The above and other advantages of the invention will become more apparent from the following description taken in conjunction with the accompanying drawings wherein like references refer to like parts and wherein:
FIG. 1 is a cross sectional view of a valve spring assembly and a sensor for inspecting the assembly,
FIG. 2 is a top view of the valve spring assembly,
FIG. 3 is a schematic diagram of ultrasonic inspection apparatus according to the invention,
FIG. 4 is a plot of a valve spring assembly profile as determined by the apparatus of FIG. 3,
FIG. 5 is a plot of a valve spring assembly profile revealing a, high key as determined by the apparatus of FIG. 3, and
FIG. 6 is a plot of a profile of a second type of valve assembly and superimposed windows as determined by the apparatus of FIG. 3.
The ensuing description is for a method and apparatus specifically developed for inspecting valve spring assemblies. It will be seen, however, that the application is not limited to that usage but other objects may be inspected in the same manner. In particular, a scheme of nullifying temperature effects on the ultrasonic measurements can be appropriately used elsewhere.
FIG. 1 shows a cross section of a valve spring assembly 10 and an ultrasonic sensor 12 above the assembly. The assembly 10 comprises a valve stem 14 protruding from an engine head 16. A coil spring 18 is compressed between the head 16 and a valve cap 20. The stem 14 has an annular groove 22 and a pair of semi-annular valve keys 24 mating with the stem 14 have internal surfaces shaped to conform to the stem and the groove 22. The keys 24 have tapered outer surfaces and the cap 20 has a tapered inner surface so that when properly assembled the spring-biased cap 22 urges the keys 24 into locking engagement with the stem 14. If the keys are not properly assembled, one key may be absent, or one key may be higher than the other. A side effect of having a high key is that the cap 20 may be tilted.
The sensor 12 comprises a piezo-ceramic element which resonates in response to an electrical impulse and generates a focused sound wave. The sound wave strikes a reflecting surface and returns to the piezo-ceramic element which converts the returning energy to an electrical signal. The time between the trigger impulse and the detection of the return signal is the time of flight and is a measure of the distance to the surface. We prefer a stand-off distance of 50 mm to the top of the keys. The lateral resolution or spot size of the sound wave is 0.8 mm and allows small structure such as the retainer keys to be seen. The sensor 12 is carried by a robot 26 and an air slide 27 or other mechanical manipulator for respectively accurately positioning the sensor and moving it along a prescribed path parallel to the top of the stem 14 across the assembly 10 and through the stem 14 to make measurements at hundreds of points of the distance between the sensor and the top surfaces of the stem 14, keys 24 and the cap 20. Two transverse scans at least 45 degrees apart are made on each assembly 10 to insure that a key, if present, will be detected even though the sensor might, on one scan, traverse along a gap between the keys. FIG. 2 shows the top view of the valve spring assembly 10 and a typical scan path.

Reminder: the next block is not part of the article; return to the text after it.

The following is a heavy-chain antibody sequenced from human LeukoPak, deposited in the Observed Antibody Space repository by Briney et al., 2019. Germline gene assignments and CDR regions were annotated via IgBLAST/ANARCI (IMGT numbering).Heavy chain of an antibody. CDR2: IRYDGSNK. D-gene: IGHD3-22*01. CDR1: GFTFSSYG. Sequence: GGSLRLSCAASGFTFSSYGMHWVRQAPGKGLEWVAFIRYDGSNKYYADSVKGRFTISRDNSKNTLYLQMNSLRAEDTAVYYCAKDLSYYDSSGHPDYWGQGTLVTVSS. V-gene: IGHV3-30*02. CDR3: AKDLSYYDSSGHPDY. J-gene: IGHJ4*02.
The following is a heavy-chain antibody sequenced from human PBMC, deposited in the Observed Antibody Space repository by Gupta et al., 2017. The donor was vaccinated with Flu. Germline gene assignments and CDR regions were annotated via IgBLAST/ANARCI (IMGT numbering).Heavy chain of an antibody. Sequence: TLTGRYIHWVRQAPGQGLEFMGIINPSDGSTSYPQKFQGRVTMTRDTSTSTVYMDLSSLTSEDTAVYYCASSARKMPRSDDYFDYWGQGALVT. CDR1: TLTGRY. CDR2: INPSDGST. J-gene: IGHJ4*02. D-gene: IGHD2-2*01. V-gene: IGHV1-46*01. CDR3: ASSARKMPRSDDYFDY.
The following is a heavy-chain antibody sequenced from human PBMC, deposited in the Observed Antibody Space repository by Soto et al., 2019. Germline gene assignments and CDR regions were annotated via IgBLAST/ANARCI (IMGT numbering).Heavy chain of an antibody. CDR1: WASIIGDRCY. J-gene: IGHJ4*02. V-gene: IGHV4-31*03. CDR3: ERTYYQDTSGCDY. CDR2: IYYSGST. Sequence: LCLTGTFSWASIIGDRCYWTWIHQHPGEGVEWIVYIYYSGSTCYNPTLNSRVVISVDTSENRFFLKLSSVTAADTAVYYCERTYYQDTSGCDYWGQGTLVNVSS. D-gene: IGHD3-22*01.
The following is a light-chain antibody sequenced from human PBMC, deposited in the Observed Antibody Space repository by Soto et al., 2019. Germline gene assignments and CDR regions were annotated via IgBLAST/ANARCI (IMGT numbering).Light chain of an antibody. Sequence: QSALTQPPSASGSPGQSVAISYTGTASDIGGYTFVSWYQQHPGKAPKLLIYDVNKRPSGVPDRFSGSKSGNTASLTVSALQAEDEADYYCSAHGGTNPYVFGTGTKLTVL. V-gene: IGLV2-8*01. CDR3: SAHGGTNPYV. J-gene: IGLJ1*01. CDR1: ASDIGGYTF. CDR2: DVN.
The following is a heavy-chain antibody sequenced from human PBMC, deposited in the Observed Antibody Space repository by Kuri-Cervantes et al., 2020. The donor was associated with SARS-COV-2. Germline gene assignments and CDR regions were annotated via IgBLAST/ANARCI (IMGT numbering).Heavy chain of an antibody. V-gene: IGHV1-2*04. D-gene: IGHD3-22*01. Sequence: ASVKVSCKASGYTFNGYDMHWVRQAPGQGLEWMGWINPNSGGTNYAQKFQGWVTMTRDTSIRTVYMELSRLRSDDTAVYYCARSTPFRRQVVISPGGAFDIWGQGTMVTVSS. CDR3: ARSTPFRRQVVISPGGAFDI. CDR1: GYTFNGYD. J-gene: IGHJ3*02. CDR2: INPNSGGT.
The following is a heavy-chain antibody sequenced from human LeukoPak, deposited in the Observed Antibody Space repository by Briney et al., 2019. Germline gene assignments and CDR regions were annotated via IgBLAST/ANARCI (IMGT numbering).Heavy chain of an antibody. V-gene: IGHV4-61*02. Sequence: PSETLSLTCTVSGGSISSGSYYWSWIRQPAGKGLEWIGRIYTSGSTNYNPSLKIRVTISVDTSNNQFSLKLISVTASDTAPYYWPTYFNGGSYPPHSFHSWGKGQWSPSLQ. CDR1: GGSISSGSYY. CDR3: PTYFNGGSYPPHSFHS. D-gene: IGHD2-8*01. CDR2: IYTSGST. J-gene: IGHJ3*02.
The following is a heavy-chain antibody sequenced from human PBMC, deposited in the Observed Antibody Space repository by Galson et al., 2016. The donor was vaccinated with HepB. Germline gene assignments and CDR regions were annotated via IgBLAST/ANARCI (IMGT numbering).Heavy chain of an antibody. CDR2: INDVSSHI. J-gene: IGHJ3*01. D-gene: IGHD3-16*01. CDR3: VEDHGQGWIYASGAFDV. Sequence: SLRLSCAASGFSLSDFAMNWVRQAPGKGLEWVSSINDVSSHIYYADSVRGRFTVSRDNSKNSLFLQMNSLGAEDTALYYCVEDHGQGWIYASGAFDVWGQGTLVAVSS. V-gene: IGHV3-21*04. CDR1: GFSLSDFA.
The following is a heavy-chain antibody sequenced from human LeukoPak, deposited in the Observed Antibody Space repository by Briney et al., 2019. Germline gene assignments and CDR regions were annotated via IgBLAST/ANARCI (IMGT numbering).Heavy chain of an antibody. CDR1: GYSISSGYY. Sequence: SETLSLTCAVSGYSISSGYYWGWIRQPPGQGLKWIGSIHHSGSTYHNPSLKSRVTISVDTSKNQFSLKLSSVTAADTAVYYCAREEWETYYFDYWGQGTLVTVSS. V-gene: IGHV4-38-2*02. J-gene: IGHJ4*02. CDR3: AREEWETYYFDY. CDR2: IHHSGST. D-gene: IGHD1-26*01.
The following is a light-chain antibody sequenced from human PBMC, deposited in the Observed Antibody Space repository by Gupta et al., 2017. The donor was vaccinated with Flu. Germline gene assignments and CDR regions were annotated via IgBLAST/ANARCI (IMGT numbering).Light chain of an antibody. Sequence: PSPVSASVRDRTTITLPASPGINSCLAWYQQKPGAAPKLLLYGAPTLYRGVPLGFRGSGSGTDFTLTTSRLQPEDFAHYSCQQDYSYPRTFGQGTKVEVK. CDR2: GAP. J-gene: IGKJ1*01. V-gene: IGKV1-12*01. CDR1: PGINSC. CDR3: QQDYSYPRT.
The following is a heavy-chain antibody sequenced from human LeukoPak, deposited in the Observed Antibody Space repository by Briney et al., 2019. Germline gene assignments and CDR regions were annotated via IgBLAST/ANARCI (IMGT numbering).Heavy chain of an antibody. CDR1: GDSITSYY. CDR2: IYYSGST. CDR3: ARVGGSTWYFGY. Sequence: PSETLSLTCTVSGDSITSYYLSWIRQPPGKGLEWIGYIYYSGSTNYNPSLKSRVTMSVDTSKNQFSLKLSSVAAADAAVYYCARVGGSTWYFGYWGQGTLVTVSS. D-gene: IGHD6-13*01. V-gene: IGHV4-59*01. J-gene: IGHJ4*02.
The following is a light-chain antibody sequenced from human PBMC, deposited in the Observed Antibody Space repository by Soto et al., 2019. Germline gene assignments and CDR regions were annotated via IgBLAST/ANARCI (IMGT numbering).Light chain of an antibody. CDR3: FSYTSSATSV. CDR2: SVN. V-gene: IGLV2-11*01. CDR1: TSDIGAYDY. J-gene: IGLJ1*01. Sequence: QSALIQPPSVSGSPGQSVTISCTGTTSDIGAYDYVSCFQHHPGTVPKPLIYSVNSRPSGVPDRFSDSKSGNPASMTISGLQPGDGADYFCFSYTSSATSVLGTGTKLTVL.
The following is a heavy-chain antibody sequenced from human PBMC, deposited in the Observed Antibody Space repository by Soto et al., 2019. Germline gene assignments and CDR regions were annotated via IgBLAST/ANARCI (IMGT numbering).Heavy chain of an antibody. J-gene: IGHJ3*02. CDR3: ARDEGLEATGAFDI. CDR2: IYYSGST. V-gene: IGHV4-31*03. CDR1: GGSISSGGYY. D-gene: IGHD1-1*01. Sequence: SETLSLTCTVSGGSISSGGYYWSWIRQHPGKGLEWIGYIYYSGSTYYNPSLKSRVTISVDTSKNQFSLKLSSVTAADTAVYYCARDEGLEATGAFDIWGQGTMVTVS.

FIG. 3 is a schematic diagram of the apparatus for making the ultrasonic measurements. Engine heads 16 are moved on conveyors 28 to an inspection station where the heads are precisely located with respect to the sensor 12. The conveyor continues, after inspection, to carry the head to a repair station if a fault was found or to the next stage of production if there is no fault. A robot 30 or other manipulator controls the sensor movement. A computer or general purpose processor 32 is coupled through a bus 34 to a bus controller 36 which has a keypad 38 input. The controller 36 is connected through input/output modules 40 to a programmable logic controller (PLC) 42 and to a robot controller 44 which determines the robot movements. The sensor 12 is electrically coupled to a pulser-receiver 46 which is connected through an ultrasonic interface 48 to the processor 32.
The general purpose processor 32 is also connected to a non-volatile RAM 50 and to a graphics controller 52 and a monitor 54. The general purpose processor 32 via the input/output modules 40 coordinates the sensor movement with the taking of data and further analyzes the data to determine improper assembly. Inspection results are reported to the PLC 42 which controls transfer of heads which failed inspection to the repair line. The ultrasonic interface 48 continuously triggers the sensor through the pulser/receiver 46. When a head is transferred into the inspection station and the PLC 42 commands the robot to commence scanning, the robot controller signals the processor 32 that the robot is approaching a valve assembly and the processor 32 transfers the echoes from the interface 48 into its own memory until the scan is complete. The process is repeated for each scan of each valve.
After storage of the last scan, the processor 32 begins processing echo data. A scan consists of 1024 time of flight measurements clocked at 6 MHz. A flat or continuous surface such as the top of a valve stem, cap, or key is characterized as a series of continuous times of flight. Sharp discontinuities indicate the beginning or end of a physical feature of the assembly. The processor 32 processes the times of flight and builds a database of feature tables. Each feature is represented by a group of data points stored in memory and representing about the same time of flight. The feature table lists the beginning and ending addresses for each feature so that the size or scan distance across an element can be determined from the addresses.